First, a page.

Just as costs come down as more clients choose eco-friendly products, the quality of the products has also improved as they evolve. "It used to be that there was really a considerable difference in quality," says Mlazgar. "But I am finding that the environmentally friendly product is getting better all the time."
Hartshorn agrees that quality is no longer an issue. "In the EcoBook there is (no quality difference) at all. Basically, that's 100-per-cent post-consumer stock. It goes through regular steps at the mill, and they (U.S.-based supplier New Leaf Paper) make sure it's a good product. Any issues that we had have been resolved. The customer gets the product they want."
The customer may come away happy, says Hartshorn, but the real winner is the environment.
An eco-audit by New Leaf Paper shows that since buying EcoBook 100 in 2001 up until roughly the end of 2005, Houghton Boston has saved 5,240 trees, reduced solid waste by 114,000 kg and conserved 8.5 million litres of water.
Other printing companies are also environmentally conscious, including Friesens Corp. in Altona, Man., and Raincoast Books in Vancouver, the Canadian printer of the popular Harry Potter series.
Founded in 1907, Friesens Corp. is one of Canada's largest independent book manufacturers, producing books, yearbooks, web and other printing services.
It also uses New Leaf's environmentally friendly paper products and has introduced environmental programs that are designed to reduce paper waste, reduce landfill impact with its ink and encourage employee involvement in recycling.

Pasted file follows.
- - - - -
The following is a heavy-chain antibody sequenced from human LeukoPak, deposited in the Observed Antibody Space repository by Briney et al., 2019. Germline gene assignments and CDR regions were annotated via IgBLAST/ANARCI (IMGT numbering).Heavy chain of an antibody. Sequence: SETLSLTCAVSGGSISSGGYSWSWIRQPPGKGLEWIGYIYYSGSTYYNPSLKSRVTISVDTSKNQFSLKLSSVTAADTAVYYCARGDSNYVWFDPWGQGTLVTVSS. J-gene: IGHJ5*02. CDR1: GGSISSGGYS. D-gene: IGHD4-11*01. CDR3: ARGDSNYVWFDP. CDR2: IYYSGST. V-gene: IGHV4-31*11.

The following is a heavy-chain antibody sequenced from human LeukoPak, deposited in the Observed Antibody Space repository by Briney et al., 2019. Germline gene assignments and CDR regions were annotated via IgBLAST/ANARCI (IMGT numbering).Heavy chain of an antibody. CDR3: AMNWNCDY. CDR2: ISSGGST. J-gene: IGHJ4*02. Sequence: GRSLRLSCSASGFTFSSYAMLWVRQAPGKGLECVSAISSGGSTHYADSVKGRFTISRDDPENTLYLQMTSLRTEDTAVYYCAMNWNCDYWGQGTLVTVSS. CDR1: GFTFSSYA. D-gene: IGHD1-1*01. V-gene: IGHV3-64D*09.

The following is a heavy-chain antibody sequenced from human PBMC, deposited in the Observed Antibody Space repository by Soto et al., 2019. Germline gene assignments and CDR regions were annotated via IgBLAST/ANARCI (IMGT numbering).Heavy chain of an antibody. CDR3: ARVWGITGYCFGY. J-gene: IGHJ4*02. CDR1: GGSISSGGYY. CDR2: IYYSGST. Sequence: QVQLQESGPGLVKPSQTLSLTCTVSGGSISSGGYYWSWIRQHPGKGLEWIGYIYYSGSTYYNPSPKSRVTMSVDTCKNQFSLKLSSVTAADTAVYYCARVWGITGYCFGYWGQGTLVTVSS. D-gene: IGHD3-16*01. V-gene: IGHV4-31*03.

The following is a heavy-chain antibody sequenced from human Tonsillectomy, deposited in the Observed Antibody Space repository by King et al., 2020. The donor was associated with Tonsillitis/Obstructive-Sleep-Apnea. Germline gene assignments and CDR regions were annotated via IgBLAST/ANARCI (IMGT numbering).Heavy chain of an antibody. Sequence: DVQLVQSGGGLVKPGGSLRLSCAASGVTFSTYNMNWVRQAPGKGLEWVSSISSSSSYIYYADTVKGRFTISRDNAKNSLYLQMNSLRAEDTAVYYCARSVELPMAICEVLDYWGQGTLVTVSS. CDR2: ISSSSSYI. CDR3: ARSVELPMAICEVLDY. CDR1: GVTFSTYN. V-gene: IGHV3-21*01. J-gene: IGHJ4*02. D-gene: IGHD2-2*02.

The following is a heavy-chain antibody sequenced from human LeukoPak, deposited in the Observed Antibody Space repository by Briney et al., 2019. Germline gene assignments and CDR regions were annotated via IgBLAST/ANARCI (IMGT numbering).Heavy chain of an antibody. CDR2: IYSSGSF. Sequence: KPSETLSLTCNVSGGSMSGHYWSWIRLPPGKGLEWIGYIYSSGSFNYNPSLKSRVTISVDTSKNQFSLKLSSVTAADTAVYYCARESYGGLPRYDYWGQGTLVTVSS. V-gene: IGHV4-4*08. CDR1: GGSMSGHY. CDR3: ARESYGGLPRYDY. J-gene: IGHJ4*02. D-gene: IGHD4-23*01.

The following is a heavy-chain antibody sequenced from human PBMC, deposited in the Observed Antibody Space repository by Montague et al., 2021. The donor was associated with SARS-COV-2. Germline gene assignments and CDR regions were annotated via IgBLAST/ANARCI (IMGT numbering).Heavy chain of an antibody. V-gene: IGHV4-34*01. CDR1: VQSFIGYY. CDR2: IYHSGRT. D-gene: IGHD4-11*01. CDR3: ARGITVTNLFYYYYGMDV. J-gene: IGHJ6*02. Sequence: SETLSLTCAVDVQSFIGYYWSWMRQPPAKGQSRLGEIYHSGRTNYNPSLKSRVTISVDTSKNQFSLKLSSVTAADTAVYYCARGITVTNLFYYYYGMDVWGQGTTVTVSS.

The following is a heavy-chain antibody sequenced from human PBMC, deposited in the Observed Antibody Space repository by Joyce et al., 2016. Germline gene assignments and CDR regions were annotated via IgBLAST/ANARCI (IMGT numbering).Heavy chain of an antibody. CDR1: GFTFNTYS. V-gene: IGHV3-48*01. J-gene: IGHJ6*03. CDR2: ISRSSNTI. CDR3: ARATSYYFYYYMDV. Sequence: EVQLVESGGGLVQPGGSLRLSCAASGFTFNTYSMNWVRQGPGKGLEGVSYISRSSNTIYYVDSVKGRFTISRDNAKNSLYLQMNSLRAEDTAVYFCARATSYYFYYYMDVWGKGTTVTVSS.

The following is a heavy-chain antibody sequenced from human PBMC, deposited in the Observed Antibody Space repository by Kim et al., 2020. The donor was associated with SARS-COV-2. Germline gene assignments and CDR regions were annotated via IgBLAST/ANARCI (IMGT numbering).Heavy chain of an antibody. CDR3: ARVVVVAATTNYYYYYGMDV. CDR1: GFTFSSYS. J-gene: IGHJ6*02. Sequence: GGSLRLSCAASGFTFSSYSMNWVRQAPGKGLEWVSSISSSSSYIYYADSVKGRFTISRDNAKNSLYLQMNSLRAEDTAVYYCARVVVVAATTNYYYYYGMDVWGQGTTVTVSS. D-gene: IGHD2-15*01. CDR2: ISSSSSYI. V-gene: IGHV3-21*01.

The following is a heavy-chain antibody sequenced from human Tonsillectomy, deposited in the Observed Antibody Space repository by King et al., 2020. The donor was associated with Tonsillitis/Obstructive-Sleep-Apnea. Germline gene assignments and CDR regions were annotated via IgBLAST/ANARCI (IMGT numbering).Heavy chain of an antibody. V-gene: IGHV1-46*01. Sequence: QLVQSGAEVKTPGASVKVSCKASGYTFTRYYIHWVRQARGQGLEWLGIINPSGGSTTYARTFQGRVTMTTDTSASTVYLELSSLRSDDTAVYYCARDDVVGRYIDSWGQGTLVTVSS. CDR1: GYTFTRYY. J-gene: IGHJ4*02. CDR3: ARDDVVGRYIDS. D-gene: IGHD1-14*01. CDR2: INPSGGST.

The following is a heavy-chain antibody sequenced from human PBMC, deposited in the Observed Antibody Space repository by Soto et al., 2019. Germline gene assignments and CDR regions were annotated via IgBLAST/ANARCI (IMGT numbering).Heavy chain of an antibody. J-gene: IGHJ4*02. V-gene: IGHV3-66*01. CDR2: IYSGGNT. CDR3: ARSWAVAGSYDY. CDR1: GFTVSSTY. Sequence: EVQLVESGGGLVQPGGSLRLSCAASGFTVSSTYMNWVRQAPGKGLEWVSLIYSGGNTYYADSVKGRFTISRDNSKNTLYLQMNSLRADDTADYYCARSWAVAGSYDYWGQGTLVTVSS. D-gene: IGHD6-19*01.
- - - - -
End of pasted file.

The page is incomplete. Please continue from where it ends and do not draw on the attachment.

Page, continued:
Like Houghton Boston, Friesens also offers eco-audits for its customers to show how many trees, energy and water will be saved if the customer chooses an eco-friendly product.
Raincoast Books, a publisher of fiction, non-fiction and children's books, says 95 per cent of its text-based books are printed on ancient forest-friendly paper, meaning the paper uses no materials from trees of ancient or old-growth forests.
Raincoast says it has saved more than 75,000 old-growth trees and was awarded a 2003 Ethics in Action Award.
Using and promoting recycled paper aren't the only ways Houghton Boston is attempting to reduce its environmental footprint.
The company also uses conservation and recycling measures at many stages of production at its plant.
At each of the workstations, all the excess waste gets put into a vacuum tunnel that is funnelled into a compactor. About 23,000 lbs. is recycled through a paper recycler each month.
Vegetable-based ink is used as opposed to petroleum-based material, while about 5,000 lbs. of printing plates are also recycled each month to draw out the silver.
Hartshorn also estimates the company sends about 100 gallons of chemicals each month back to the manufacturers for recycling.
Hartshorn adds that Houghton Boston may be doing what it can, but there is always more to be done.
"We're not the only ones doing this. There are others, certainly. But hopefully companies that aren't doing (environmentally friendly practices), hear about us, and then maybe start looking at doing that as well."
(Nicole Strandlund can be reached at firstname.lastname@example.org)